ivotify's monetization model is designed to compete with other polling groups' data collection, but leveraging the web and mobile market over the antiquated model of traditional cold calling.


This mock of our dashboard is designed to provide customers access to our visual data analysis of user inputs. The dashboard was designed with the intention to be as interactive and immersive as possible so that campaign managers or research teams can strategize their next moves based upon live data results.

On this screen the Demographics menu (left) allows the researcher to filter and customize the specific demographic group they're polling. This will directly affect both the Live Update and Position Analysis panels to reveal the data based on the specified demographic group.

The Live Update panel allows the researcher to see geographic distributions on National, State, and District levels with the current candidate matches for those users. This provides insight leading up to election day of which candidates are likely to receive those votes in those areas.

The Position Analysis panel is a visual breakdown of each issue and the users' responses from the quiz. Depending upon the demographic and geographic criteria, the graphs will adjust to show that specific user group's beliefs on each issue.

Using Gun Control as an example, some users would support stricter gun laws across the nation, while others would like to maintain freedom from government regulation over ownership of guns.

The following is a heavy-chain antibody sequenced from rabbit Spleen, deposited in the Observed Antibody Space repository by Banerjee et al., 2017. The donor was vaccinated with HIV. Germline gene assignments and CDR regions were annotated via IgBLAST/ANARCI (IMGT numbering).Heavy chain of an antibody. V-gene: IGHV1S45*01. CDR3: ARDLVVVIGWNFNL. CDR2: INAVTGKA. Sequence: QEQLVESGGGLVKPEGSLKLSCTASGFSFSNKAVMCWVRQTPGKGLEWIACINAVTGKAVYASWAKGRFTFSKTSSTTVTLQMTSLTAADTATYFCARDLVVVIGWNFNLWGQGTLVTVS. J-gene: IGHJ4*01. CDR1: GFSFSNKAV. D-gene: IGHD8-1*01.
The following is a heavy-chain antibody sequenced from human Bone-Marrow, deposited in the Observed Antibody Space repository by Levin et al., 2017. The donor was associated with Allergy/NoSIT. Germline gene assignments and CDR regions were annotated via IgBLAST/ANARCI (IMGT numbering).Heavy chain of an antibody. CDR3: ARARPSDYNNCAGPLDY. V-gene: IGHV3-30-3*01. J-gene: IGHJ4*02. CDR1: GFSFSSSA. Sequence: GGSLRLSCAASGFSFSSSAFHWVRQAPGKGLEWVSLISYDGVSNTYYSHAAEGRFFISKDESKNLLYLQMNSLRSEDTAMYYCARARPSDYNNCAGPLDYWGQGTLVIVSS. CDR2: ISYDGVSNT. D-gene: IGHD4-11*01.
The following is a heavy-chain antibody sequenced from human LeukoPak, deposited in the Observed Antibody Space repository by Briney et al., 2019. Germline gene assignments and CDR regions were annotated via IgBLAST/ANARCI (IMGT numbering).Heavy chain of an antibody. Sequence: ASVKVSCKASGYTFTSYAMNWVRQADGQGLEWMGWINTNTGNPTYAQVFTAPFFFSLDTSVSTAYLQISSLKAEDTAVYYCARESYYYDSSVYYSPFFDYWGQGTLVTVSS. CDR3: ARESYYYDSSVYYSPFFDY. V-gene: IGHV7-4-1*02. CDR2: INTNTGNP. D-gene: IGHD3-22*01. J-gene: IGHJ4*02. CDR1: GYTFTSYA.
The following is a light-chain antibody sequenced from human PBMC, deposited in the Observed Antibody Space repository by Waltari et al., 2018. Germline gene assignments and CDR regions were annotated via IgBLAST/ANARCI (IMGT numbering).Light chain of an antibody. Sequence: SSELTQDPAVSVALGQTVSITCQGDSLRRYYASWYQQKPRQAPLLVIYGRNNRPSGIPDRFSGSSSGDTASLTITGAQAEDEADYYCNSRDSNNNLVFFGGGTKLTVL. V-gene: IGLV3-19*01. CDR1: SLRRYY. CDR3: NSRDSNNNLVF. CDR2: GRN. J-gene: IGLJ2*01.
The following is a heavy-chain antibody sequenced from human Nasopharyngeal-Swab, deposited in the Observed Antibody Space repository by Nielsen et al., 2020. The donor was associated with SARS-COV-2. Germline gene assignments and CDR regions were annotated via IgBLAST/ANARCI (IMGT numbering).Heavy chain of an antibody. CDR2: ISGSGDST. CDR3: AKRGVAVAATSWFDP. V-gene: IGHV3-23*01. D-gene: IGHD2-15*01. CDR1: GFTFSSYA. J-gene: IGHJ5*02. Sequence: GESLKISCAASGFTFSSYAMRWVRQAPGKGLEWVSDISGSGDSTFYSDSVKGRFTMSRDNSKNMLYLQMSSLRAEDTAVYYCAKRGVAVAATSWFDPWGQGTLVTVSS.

Continuous feedback from users has been the most helpful lesson in this experience. There's so many instances where I would get sucked into thinking through my design decisions, but by just asking others of their thoughts would help me get thru mental roadblocks much quicker.

Since our user personas are still generally broad (politically engaged & disengaged millennials) there could be still a significant variable that we haven't defined which would lead to more specific user experiences that need to be designed for.

Designing for responsive web was much more challenging that I had imagined. There are a lot of details to consider about spacing and sizing of text when going between mobile, tablet, and desktop. Communicating closely with Alex our developer was key as we worked side by side on polishing the front-end.


Overall, this being my first and major product I was designing for, I am happy with where the product is at currently. I've learned a lot about how to work within the lean ux and agile methodologies that I hope to implement to my other projects. The focus on building what's most valuable for the user first requires me to listen to user feedback deeply and often.